Japanese Prime Minister Shinzo Abe will visit Pearl Harbor with President Barack Obama on Tuesday to "express the value of reconciliation between Japan and the United States," Chief Cabinet Secretary Yoshihide Suga said earlier this month.
The White House has said Abe's visit would highlight the alliance between the former wartime enemies.
Abe will be the first Japanese incumbent prime minister at Pearl Harbor since a brief stopover by Japan’s former leader Shigeru Yoshida on September 12, 1951.
The visit Tuesday comes 75 years after the attack that thrust the United States into World War II, and less than four weeks before Donald Trump becomes the United States' 45th president.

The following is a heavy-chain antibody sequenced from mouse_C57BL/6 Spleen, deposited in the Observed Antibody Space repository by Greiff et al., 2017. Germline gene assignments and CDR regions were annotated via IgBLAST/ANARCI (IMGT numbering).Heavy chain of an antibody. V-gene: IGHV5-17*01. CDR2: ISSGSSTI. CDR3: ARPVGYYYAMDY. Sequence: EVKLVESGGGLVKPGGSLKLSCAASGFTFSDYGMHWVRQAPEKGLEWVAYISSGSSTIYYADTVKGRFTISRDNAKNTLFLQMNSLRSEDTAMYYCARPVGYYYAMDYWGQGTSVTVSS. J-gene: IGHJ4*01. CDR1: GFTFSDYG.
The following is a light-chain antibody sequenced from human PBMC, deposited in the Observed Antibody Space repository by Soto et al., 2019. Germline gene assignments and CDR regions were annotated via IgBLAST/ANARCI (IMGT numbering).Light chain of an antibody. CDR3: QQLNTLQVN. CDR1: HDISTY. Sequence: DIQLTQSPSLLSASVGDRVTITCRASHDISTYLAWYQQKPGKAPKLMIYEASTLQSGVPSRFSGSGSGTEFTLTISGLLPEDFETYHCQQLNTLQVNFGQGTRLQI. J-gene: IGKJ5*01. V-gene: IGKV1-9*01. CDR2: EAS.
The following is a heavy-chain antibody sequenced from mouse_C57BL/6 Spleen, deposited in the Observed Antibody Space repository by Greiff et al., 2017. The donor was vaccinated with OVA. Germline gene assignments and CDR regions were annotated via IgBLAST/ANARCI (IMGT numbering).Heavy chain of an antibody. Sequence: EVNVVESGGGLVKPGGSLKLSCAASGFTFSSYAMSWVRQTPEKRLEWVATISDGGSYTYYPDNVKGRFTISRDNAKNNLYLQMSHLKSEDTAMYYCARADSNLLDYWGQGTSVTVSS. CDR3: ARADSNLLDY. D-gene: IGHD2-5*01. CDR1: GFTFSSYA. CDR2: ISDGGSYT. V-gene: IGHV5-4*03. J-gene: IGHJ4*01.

Last month, Abe became the first world leader to meet Trump after the election. Following their hastily arranged meeting in New York, Abe called Trump a "trustworthy” leader.
Abe will not apologize for the Japanese attack at Pearl Harbor on December 7, 1941, that killed more than 2,000 military personnel, a Japanese government spokesman said.
In a similar move, Obama did not apologize for the U.S. atomic bomb attacks on Hiroshima and Nagasaki that killed hundreds of thousands of civilians in 1945.